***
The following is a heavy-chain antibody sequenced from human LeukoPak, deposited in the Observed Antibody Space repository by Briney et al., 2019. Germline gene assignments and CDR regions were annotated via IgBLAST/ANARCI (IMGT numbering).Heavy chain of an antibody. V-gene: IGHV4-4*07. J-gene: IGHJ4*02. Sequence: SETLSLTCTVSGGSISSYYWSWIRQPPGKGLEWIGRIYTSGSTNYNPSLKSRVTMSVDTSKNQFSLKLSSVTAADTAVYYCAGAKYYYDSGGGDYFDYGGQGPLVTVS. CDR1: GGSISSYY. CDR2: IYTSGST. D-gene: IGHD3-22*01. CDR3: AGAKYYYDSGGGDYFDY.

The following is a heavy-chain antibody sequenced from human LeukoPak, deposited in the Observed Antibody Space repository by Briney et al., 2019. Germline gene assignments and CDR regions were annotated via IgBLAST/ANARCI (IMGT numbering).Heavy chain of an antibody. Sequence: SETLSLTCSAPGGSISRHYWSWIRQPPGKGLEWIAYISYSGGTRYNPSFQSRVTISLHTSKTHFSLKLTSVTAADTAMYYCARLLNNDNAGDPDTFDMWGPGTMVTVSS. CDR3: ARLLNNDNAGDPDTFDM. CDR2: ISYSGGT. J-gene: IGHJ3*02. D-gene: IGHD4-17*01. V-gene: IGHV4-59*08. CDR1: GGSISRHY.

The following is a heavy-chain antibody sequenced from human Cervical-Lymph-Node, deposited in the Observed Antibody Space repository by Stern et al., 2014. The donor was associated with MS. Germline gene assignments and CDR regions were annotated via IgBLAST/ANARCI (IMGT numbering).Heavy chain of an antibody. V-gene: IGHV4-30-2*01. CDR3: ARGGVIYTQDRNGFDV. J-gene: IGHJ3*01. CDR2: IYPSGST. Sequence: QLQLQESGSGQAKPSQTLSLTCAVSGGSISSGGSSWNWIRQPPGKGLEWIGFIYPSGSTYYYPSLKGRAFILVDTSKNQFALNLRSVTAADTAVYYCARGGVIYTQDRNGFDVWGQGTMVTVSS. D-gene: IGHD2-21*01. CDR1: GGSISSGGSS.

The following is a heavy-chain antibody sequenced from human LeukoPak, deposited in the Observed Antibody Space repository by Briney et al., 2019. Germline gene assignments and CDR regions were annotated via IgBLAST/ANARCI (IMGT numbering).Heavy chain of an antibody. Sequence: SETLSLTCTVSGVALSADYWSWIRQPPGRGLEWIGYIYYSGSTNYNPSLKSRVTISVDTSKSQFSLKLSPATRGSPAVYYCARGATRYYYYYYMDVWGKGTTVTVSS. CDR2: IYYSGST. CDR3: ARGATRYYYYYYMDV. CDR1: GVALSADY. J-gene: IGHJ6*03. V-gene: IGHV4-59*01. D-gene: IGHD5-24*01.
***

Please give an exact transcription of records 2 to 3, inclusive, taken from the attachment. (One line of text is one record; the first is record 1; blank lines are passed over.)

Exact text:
The following is a heavy-chain antibody sequenced from human LeukoPak, deposited in the Observed Antibody Space repository by Briney et al., 2019. Germline gene assignments and CDR regions were annotated via IgBLAST/ANARCI (IMGT numbering).Heavy chain of an antibody. Sequence: SETLSLTCSAPGGSISRHYWSWIRQPPGKGLEWIAYISYSGGTRYNPSFQSRVTISLHTSKTHFSLKLTSVTAADTAMYYCARLLNNDNAGDPDTFDMWGPGTMVTVSS. CDR3: ARLLNNDNAGDPDTFDM. CDR2: ISYSGGT. J-gene: IGHJ3*02. D-gene: IGHD4-17*01. V-gene: IGHV4-59*08. CDR1: GGSISRHY.

The following is a heavy-chain antibody sequenced from human Cervical-Lymph-Node, deposited in the Observed Antibody Space repository by Stern et al., 2014. The donor was associated with MS. Germline gene assignments and CDR regions were annotated via IgBLAST/ANARCI (IMGT numbering).Heavy chain of an antibody. V-gene: IGHV4-30-2*01. CDR3: ARGGVIYTQDRNGFDV. J-gene: IGHJ3*01. CDR2: IYPSGST. Sequence: QLQLQESGSGQAKPSQTLSLTCAVSGGSISSGGSSWNWIRQPPGKGLEWIGFIYPSGSTYYYPSLKGRAFILVDTSKNQFALNLRSVTAADTAVYYCARGGVIYTQDRNGFDVWGQGTMVTVSS. D-gene: IGHD2-21*01. CDR1: GGSISSGGSS.